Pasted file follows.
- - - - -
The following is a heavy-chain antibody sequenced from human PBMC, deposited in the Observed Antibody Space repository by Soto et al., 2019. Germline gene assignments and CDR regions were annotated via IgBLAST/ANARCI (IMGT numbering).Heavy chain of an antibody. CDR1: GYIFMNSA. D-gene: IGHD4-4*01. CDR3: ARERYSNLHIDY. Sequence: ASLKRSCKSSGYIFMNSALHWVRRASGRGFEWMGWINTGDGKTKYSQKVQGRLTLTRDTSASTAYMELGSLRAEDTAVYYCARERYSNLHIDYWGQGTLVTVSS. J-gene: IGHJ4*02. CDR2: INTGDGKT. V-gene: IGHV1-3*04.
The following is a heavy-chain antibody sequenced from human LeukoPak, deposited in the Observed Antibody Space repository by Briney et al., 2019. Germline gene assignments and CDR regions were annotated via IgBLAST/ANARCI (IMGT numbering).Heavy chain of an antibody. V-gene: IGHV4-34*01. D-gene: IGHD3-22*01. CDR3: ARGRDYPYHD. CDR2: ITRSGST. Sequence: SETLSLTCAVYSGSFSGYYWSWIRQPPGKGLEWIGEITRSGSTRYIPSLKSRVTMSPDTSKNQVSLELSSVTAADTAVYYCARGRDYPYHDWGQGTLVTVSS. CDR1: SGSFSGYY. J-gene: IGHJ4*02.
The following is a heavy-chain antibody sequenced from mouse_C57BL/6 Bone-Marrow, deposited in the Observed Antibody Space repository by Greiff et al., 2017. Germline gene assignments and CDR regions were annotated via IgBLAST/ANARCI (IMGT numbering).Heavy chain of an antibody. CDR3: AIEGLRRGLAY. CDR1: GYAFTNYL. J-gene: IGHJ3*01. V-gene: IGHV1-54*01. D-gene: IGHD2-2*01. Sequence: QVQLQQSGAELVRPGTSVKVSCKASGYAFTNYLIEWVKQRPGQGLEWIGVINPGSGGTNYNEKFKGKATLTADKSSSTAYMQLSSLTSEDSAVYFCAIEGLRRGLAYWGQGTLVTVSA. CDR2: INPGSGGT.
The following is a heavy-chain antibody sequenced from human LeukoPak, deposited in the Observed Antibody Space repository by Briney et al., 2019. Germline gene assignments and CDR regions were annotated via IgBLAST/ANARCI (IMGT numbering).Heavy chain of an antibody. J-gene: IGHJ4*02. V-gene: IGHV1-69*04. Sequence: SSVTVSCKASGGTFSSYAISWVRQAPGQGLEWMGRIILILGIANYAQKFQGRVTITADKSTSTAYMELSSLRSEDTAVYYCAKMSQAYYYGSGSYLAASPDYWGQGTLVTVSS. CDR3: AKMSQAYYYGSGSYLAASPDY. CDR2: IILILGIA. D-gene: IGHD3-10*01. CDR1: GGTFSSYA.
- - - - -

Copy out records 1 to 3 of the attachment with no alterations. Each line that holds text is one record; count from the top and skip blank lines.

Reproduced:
The following is a heavy-chain antibody sequenced from human PBMC, deposited in the Observed Antibody Space repository by Soto et al., 2019. Germline gene assignments and CDR regions were annotated via IgBLAST/ANARCI (IMGT numbering).Heavy chain of an antibody. CDR1: GYIFMNSA. D-gene: IGHD4-4*01. CDR3: ARERYSNLHIDY. Sequence: ASLKRSCKSSGYIFMNSALHWVRRASGRGFEWMGWINTGDGKTKYSQKVQGRLTLTRDTSASTAYMELGSLRAEDTAVYYCARERYSNLHIDYWGQGTLVTVSS. J-gene: IGHJ4*02. CDR2: INTGDGKT. V-gene: IGHV1-3*04.
The following is a heavy-chain antibody sequenced from human LeukoPak, deposited in the Observed Antibody Space repository by Briney et al., 2019. Germline gene assignments and CDR regions were annotated via IgBLAST/ANARCI (IMGT numbering).Heavy chain of an antibody. V-gene: IGHV4-34*01. D-gene: IGHD3-22*01. CDR3: ARGRDYPYHD. CDR2: ITRSGST. Sequence: SETLSLTCAVYSGSFSGYYWSWIRQPPGKGLEWIGEITRSGSTRYIPSLKSRVTMSPDTSKNQVSLELSSVTAADTAVYYCARGRDYPYHDWGQGTLVTVSS. CDR1: SGSFSGYY. J-gene: IGHJ4*02.
The following is a heavy-chain antibody sequenced from mouse_C57BL/6 Bone-Marrow, deposited in the Observed Antibody Space repository by Greiff et al., 2017. Germline gene assignments and CDR regions were annotated via IgBLAST/ANARCI (IMGT numbering).Heavy chain of an antibody. CDR3: AIEGLRRGLAY. CDR1: GYAFTNYL. J-gene: IGHJ3*01. V-gene: IGHV1-54*01. D-gene: IGHD2-2*01. Sequence: QVQLQQSGAELVRPGTSVKVSCKASGYAFTNYLIEWVKQRPGQGLEWIGVINPGSGGTNYNEKFKGKATLTADKSSSTAYMQLSSLTSEDSAVYFCAIEGLRRGLAYWGQGTLVTVSA. CDR2: INPGSGGT.